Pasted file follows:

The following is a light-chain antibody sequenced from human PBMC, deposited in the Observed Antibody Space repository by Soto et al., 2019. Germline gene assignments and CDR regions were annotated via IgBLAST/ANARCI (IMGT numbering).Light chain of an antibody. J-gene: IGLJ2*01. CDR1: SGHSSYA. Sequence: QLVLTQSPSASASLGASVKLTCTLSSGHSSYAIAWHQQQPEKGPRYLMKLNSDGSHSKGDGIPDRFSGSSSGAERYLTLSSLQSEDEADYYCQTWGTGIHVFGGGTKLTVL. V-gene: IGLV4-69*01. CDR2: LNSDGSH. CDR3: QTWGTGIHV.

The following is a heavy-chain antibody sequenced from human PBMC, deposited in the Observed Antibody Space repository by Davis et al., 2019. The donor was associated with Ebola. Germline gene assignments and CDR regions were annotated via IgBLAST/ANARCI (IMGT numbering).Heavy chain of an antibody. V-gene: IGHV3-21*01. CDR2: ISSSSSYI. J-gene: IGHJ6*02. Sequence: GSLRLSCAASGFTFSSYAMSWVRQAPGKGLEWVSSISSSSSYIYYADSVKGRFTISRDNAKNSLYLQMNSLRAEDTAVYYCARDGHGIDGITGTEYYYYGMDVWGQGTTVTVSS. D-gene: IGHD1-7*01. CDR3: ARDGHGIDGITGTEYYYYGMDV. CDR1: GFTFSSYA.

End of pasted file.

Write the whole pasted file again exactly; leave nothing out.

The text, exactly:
The following is a light-chain antibody sequenced from human PBMC, deposited in the Observed Antibody Space repository by Soto et al., 2019. Germline gene assignments and CDR regions were annotated via IgBLAST/ANARCI (IMGT numbering).Light chain of an antibody. J-gene: IGLJ2*01. CDR1: SGHSSYA. Sequence: QLVLTQSPSASASLGASVKLTCTLSSGHSSYAIAWHQQQPEKGPRYLMKLNSDGSHSKGDGIPDRFSGSSSGAERYLTLSSLQSEDEADYYCQTWGTGIHVFGGGTKLTVL. V-gene: IGLV4-69*01. CDR2: LNSDGSH. CDR3: QTWGTGIHV.

The following is a heavy-chain antibody sequenced from human PBMC, deposited in the Observed Antibody Space repository by Davis et al., 2019. The donor was associated with Ebola. Germline gene assignments and CDR regions were annotated via IgBLAST/ANARCI (IMGT numbering).Heavy chain of an antibody. V-gene: IGHV3-21*01. CDR2: ISSSSSYI. J-gene: IGHJ6*02. Sequence: GSLRLSCAASGFTFSSYAMSWVRQAPGKGLEWVSSISSSSSYIYYADSVKGRFTISRDNAKNSLYLQMNSLRAEDTAVYYCARDGHGIDGITGTEYYYYGMDVWGQGTTVTVSS. D-gene: IGHD1-7*01. CDR3: ARDGHGIDGITGTEYYYYGMDV. CDR1: GFTFSSYA.